Fuel Filter Replacement

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Thanks go to Hugo Teufel, Joe Aubertin and Scott Patterson.
The fuel filter is located about a foot in front of the right rear wheel along the frame. It is the same filter installed in many Ford vehicles and aftermarket versions are available at any auto parts store. Unless you decide to release the fuel pressure from the manifold (see below) the only tool you will need is a screwdriver. Access to the filter is tricky, in particular, the plastic hairpin clips that hold the push connect fittings on the fuel hoses to the filter.

The replacement procedure follows:

  1. Depressurize the fuel system. Locate the impact switch - it's inside the trunk behind the left wheel arch. Either shake it to trip the switch or unplug it. As you are shaking the switch, you will likely hear the switch activating. Run the engine until it stalls (the switch cuts out the fuel pump).

    Note: The impact switch in the trunk only cuts the 12V power supply to the fuel pump to reduce the risk of fuel-fed fire in a severe accident. It does NOT prevent the engine from turning over. The switch does not affect the starter.

    Turning over the engine will release some, but not all, of the pressure in the fuel lines. To release the remaining pressure, find the pressure relief valve located on the fuel rail on the top of the engine. It is similar to a bicycle tire Schrader valve and has a black plastic, screw-on cap. To safely release the fuel line pressure, attach a tight fitting rubber hose to this valve and place the open end of the hose into a catch container (plastic bottle). To open the valve, use a straight pin (needle) to pierce the rubber tube and depress the stem in the center of the valve. Fuel pressure vents to container, no spray, and no spill. Place a paper towel around the valve, pinch the hose just above the valve and pull the hose off the valve. Once removed, raise the hose over the container, release the pinch and allow the fuel in the hose to drain into the container. This will minimize the spillage when removing the hose form the valve. This procedure releases all of the fuel line pressure. The only fuel released during removal of the filter is from gravity drain and is much easier to contain.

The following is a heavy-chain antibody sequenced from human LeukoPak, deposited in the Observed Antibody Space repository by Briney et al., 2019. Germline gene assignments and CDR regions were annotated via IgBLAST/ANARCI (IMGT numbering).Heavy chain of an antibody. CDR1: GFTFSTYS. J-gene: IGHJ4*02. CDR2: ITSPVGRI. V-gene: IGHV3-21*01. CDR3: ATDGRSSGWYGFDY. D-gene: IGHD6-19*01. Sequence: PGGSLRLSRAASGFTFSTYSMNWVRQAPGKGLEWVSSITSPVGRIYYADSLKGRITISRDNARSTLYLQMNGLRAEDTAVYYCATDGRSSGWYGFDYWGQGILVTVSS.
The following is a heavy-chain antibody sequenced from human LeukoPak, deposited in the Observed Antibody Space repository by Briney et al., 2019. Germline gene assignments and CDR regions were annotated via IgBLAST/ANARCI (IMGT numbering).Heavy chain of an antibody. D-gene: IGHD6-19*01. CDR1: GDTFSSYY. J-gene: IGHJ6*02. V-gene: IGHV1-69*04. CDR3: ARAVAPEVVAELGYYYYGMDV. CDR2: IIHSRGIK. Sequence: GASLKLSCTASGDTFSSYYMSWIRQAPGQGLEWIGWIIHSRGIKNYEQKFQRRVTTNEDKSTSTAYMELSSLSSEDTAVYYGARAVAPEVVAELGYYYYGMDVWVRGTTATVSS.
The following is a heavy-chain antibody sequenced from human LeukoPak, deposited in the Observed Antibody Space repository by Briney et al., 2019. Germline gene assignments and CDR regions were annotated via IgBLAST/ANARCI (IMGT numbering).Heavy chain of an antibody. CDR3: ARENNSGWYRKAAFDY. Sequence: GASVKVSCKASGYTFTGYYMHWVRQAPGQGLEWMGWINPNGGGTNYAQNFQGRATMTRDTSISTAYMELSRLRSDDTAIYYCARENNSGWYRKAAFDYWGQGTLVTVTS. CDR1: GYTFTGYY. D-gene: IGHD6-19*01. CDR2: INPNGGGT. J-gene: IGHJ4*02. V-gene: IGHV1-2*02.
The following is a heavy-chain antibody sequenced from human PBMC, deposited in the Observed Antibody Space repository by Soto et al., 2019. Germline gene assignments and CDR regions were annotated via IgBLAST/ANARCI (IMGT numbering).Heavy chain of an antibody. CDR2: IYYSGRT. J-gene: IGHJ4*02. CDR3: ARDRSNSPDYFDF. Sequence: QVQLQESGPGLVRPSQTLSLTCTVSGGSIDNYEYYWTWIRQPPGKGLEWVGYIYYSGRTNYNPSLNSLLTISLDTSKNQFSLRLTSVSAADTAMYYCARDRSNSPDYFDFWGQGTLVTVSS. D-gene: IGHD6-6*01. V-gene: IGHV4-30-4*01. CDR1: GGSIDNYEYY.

Note: You do not need to depressurize the system, OR trip the safety fuel cut off impact sensor. Just disconnect the fuel filter and hold a rag over the end you are disconnecting. Keep in mind that the if you don't depressurize, you will have a lot of pressurized gasoline flowing out of the hose!

  2. Next, return to the filter, carefully remove the clips from both ends of the fuel filter, and ease off the hoses. Beware! Expect a pint or so of fuel to empty out of the hose. If you did not relieve fully the pressure, expect fuel to spray about, catching the frame, gas tank, and anything else in the area. If so, expect a spray and immediately point the hose into the catch pan.
  3. Loosen the filter-clamp and juggle out the filter. Be patient as the access is tight.
  4. Put in the new filter (with the "fuel direction" arrow pointing in the direction of fuel flow) with the nozzles protected. Tighten the fuel-clamp with the screwdriver. When done, remove the protection, clean the assembly and slide on the hoses. Get the new hairpin clips and use them to secure the hoses to the filter.
  5. Reconnect or reset the impact switch and turn ignition to "on." DO NOT crank the motor. While the ignition is in the "on" position, wait a few seconds. You should be able to hear the fuel pump hum. Turn off the ignition. Now turn it on again. Listen for the fuel pump to stop, turn off the ignition, and then turn on yet again. Only after a few times of this cycle, and a check of the filter for leaks, should you start the car. It should start without cranking a lot as it would normally.

    Note: On some cars you can actually hear the fuel as it fills the new filter, and then makes its way to the fuel lines.

  6. Continue to monitor the filter for leaks occasionally.